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2 Our wasting lives grow shorter still,
As days and months increase;
Leaves but the number less.
The breath that first it gave :
We're trav'ling to the grave.
To push us to the tomb;
To hurry mortals bome.
Attends on every breatb;
Upon the brink of death!
To walk this dang'rous road;
May they be found with God!
Our hope for years to come,
And our eternal home :
Still may we dwell secure;
And our defence is sure.
Or earth received her frame,
To endless years the same.
4 A thousand ages, in thy sight,
Are like an evening gone;
Before the rising sun.
Bears all its song sway
Dies at the opening day.
With all their cares and fears,
And lost in foll'wing years.
Our bope for years to come;
And our perpetual home.
How transient every earthly blise!
That Lind us to a world like this !
The with'ring grass, the fading flower,
The glory of a passing hour.
And all beneath the skies is vain,
Beyond the reach of care and pain. 4 Then let the hope of joys to come
Dispel our cares, and chase our fears:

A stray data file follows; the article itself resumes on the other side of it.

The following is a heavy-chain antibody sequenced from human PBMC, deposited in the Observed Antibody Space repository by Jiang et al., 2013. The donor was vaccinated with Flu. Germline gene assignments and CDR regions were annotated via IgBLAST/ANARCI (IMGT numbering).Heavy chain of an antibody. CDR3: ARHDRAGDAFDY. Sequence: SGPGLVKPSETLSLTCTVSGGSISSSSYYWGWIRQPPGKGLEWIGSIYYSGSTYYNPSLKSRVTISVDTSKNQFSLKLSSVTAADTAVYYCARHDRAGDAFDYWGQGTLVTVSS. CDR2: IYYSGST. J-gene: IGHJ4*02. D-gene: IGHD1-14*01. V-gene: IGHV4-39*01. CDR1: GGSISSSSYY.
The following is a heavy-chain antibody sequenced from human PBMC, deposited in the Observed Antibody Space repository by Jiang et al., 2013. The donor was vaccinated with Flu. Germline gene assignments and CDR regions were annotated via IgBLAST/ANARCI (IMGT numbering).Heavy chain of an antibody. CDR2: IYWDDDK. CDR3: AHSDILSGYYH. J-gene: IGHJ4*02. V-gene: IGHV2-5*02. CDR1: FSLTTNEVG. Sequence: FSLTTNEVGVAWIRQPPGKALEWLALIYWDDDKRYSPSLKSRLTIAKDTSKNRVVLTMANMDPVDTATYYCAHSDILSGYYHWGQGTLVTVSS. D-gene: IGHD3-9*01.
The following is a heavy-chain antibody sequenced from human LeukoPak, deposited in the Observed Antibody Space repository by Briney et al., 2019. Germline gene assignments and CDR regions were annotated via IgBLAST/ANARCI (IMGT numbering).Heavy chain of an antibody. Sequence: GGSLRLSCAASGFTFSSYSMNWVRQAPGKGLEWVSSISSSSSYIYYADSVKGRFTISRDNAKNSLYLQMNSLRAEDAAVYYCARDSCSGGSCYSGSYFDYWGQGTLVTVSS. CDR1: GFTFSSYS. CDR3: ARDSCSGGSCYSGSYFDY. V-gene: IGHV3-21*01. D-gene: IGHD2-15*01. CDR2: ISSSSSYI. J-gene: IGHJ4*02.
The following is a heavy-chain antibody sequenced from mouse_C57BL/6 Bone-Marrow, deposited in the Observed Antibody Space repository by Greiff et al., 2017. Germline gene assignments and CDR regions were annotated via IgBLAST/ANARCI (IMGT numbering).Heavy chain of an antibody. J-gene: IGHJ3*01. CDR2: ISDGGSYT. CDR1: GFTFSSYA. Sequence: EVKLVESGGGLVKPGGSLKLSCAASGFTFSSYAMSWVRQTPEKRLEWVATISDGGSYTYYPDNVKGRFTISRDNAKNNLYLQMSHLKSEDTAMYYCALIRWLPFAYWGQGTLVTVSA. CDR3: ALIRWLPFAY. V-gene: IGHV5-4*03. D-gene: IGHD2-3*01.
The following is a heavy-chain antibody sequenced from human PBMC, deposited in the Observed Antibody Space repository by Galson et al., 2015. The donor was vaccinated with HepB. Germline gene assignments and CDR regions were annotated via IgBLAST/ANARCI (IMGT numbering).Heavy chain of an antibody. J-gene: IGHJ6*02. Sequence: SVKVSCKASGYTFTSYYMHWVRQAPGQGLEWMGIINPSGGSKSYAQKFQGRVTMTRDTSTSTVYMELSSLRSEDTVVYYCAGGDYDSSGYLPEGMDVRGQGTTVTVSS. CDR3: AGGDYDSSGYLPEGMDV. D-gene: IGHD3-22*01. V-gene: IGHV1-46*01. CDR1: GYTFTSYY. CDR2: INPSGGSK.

Theugh passing through a vale of tears.
A H 1
MY days, how brief their date;
How frail my best estate.
Mine Age is nanght with thee;
Is dust and vanity.
Of earthly beauty flies;
All that delights our eyes.
Hearken to my request;
But give the mourner rest.
Awhile my strength restore,
And seen on earth no more.
L. M. The soul's best portion. LMIGHTY Maker of my frame,
of ; Teach nie to know how frail I am,
And spend the remnant to thy praise.
A little point my life appears;
How vain are all his hopes and fears!
Vain are the cares which rack his mind : He beaps up treasures mix'd with wo,
And dies, and leaves them all behind.
4 O be a nobler portion mine!
My God, I bow before thy throne; Earth's fleeting treasures I resign,
And fix my hope on thee alone. 1063
That bears us to the sea;
To vast eternity.
With all they call'd their own !
Anri wealth and honour, gone. 3 God of our fathers, hear,
Thou everlasting Friend'!
Our souls to thee commend. 4 Of all the pious dead
Mar we the footsteps trace,
We dwell before thy face. 1064
4th P. M. 886, 886 The brink of fate.
'Twixt two upbounded sess, I stand,
Or shuts me up in hell.
Eternal things impress :
And wake to rigbteousness.
3 Before me place, in drend array,
When thou with clouds shalt come
To meet a joyful doom !
Eternal bliss to ensure;
And to the end endure.
And reign with thee above,
And everlasting love.
L. M. The inevitable doom.
fear; Prostrate before thy awful throne, Thy word unchangeable we hear
Thy sov’reign righteousness we own. 2 'Tis fit we should to dust return,
Since such the will of God Most High; In sin conceived, to trouble born,
Born to lament, and toil, and dio. 3 Submissive to thy just decree,
We all shall soon from earth remove;
O let the messenger be love.
Warn me of my approaching end;
And then I to thy arins ascend.